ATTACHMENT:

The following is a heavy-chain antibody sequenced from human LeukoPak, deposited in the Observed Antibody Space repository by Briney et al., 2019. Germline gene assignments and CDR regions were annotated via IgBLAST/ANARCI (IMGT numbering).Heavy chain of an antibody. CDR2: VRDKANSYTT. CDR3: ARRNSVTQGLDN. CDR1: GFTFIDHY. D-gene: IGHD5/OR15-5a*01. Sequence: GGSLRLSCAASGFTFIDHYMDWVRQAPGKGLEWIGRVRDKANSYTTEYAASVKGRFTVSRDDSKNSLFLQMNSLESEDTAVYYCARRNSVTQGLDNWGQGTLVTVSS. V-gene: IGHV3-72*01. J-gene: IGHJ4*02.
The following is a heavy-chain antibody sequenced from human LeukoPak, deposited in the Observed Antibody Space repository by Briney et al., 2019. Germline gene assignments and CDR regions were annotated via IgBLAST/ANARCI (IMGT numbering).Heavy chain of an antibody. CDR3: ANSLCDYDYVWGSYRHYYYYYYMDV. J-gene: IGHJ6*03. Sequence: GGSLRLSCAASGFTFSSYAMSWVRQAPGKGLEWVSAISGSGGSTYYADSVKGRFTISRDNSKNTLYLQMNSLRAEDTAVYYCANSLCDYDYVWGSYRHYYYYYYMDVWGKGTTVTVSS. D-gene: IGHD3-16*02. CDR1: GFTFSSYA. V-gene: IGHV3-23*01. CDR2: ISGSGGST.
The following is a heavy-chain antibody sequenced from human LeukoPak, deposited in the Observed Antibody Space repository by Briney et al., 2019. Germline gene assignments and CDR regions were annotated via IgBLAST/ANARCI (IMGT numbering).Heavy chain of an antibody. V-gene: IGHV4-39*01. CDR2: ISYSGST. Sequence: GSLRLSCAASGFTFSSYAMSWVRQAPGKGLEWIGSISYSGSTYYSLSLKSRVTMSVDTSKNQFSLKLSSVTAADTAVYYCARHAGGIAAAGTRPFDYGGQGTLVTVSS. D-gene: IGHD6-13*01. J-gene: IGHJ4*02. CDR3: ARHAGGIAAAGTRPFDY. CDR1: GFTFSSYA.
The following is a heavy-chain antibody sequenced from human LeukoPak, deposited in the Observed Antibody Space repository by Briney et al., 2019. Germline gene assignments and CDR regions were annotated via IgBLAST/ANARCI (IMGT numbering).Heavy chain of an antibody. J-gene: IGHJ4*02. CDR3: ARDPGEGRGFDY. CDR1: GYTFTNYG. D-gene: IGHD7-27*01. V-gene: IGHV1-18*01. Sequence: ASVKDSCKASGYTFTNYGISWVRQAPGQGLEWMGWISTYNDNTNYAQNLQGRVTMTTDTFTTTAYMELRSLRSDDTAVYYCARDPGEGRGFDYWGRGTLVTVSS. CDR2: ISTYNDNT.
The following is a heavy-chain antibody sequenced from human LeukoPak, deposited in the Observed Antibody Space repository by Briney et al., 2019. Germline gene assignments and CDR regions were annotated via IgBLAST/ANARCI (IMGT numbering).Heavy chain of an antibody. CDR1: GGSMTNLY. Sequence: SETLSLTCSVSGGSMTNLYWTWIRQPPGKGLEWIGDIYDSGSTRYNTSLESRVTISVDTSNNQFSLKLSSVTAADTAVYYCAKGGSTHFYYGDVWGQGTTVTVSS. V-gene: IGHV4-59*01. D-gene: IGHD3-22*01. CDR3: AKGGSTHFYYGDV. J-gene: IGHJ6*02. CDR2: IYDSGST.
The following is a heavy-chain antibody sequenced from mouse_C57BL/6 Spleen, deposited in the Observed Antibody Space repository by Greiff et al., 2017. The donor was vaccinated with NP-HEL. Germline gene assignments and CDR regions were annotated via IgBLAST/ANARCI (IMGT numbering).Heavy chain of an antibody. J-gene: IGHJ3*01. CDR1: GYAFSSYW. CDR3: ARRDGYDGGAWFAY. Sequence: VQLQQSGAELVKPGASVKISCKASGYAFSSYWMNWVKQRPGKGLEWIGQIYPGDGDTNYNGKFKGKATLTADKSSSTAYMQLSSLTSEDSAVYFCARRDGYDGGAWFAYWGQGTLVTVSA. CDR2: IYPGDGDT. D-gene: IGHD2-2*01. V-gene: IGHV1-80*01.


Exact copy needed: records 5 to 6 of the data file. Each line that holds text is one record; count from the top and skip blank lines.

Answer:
The following is a heavy-chain antibody sequenced from human LeukoPak, deposited in the Observed Antibody Space repository by Briney et al., 2019. Germline gene assignments and CDR regions were annotated via IgBLAST/ANARCI (IMGT numbering).Heavy chain of an antibody. CDR1: GGSMTNLY. Sequence: SETLSLTCSVSGGSMTNLYWTWIRQPPGKGLEWIGDIYDSGSTRYNTSLESRVTISVDTSNNQFSLKLSSVTAADTAVYYCAKGGSTHFYYGDVWGQGTTVTVSS. V-gene: IGHV4-59*01. D-gene: IGHD3-22*01. CDR3: AKGGSTHFYYGDV. J-gene: IGHJ6*02. CDR2: IYDSGST.
The following is a heavy-chain antibody sequenced from mouse_C57BL/6 Spleen, deposited in the Observed Antibody Space repository by Greiff et al., 2017. The donor was vaccinated with NP-HEL. Germline gene assignments and CDR regions were annotated via IgBLAST/ANARCI (IMGT numbering).Heavy chain of an antibody. J-gene: IGHJ3*01. CDR1: GYAFSSYW. CDR3: ARRDGYDGGAWFAY. Sequence: VQLQQSGAELVKPGASVKISCKASGYAFSSYWMNWVKQRPGKGLEWIGQIYPGDGDTNYNGKFKGKATLTADKSSSTAYMQLSSLTSEDSAVYFCARRDGYDGGAWFAYWGQGTLVTVSA. CDR2: IYPGDGDT. D-gene: IGHD2-2*01. V-gene: IGHV1-80*01.